• 38. "The Teaching of Buddha" (Bukkyo Dendo Kyokai, 1966) 299
  • 39. Walpola Rahula, "What the Buddha Taught: Revised and Expanded Edition with Texts from Suttas and Dhammapada" (Grove Press, 2007) Kindle Edition, Chapter 4
  • 40. ibid
  • 41. Keith Yandell and Harold Netland, "Buddhism: A Christian Exploration and Appraisal" (IVP Academic, 2009) 25
  • 42. Walpola Rahula, "What the Buddha Taught: Revised and Expanded Edition with Texts from Suttas and Dhammapada" (Grove Press, 2007) Kindle Edition, Chapter 5
  • 43. Keith Yandell and Harold Netland, "Buddhism: A Christian Exploration and Appraisal" (IVP Academic, 2009) 16
  • 44. Houston Smith and Phillip Novak, Buddhism: A Concise Introduction (HarperCollins Publishing, 2003) 39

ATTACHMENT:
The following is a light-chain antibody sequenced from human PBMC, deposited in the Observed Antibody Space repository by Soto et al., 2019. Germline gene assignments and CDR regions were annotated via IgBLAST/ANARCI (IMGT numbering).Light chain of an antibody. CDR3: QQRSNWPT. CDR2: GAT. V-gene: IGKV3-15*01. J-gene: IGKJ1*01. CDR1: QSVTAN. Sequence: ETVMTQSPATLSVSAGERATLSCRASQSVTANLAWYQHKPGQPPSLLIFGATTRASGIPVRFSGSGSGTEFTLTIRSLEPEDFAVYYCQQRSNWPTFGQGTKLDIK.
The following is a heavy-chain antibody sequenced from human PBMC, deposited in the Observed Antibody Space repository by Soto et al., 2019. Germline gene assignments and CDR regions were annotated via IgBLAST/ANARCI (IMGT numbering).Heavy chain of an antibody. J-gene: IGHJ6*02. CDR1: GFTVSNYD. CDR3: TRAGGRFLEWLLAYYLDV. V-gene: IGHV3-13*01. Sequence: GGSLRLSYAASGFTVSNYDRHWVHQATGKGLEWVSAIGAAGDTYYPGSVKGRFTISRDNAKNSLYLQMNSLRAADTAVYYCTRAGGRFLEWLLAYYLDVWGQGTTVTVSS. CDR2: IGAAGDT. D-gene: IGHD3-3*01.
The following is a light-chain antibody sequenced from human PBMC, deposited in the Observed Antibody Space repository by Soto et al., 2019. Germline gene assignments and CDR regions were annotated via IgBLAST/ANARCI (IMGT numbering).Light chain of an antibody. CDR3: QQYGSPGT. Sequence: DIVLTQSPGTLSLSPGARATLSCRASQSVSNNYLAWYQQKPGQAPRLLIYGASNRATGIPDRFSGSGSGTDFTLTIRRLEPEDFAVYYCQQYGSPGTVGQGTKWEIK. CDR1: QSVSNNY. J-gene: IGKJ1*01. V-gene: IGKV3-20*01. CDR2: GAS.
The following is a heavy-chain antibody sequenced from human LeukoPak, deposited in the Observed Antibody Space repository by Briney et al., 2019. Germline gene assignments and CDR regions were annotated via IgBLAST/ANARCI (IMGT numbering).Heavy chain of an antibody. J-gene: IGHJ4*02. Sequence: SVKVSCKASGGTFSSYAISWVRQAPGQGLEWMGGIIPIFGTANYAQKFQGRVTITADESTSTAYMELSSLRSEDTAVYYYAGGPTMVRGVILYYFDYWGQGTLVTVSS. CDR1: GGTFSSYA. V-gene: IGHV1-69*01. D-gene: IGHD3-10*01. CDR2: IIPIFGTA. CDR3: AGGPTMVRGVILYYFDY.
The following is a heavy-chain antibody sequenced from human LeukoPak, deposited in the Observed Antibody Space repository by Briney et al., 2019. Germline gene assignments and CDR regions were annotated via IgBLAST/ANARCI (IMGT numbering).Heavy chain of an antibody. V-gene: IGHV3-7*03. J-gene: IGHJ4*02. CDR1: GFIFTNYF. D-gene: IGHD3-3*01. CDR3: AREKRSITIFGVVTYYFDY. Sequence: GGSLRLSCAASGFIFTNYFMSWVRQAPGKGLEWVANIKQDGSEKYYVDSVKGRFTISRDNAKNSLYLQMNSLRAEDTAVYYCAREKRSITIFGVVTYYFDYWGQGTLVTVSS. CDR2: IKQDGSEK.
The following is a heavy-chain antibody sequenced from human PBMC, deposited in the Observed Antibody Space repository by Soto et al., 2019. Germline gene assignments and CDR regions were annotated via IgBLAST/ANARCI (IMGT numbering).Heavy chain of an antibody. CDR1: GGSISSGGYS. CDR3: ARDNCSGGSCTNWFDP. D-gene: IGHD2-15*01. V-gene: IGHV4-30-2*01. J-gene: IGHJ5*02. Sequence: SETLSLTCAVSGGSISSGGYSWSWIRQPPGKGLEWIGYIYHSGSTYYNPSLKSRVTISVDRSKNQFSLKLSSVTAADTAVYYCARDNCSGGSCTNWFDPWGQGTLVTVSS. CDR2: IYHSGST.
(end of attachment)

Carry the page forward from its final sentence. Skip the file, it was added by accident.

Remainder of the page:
• 45. Keith Yandell and Harold Netland, "Buddhism: A Christian Exploration and Appraisal" (IVP Academic, 2009) 22
  • 46. Keith Yandell and Harold Netland, "Buddhism: A Christian Exploration and Appraisal" (IVP Academic, 2009) 183-184
  • 47. Walpola Rahula, "What the Buddha Taught: Revised and Expanded Edition with Texts from Suttas and Dhammapada" (Grove Press, 2007) Kindle Edition, Chapter 6
  • 48. "The Teaching of Buddha" (Bukkyo Dendo Kyokai, 1966) 44-45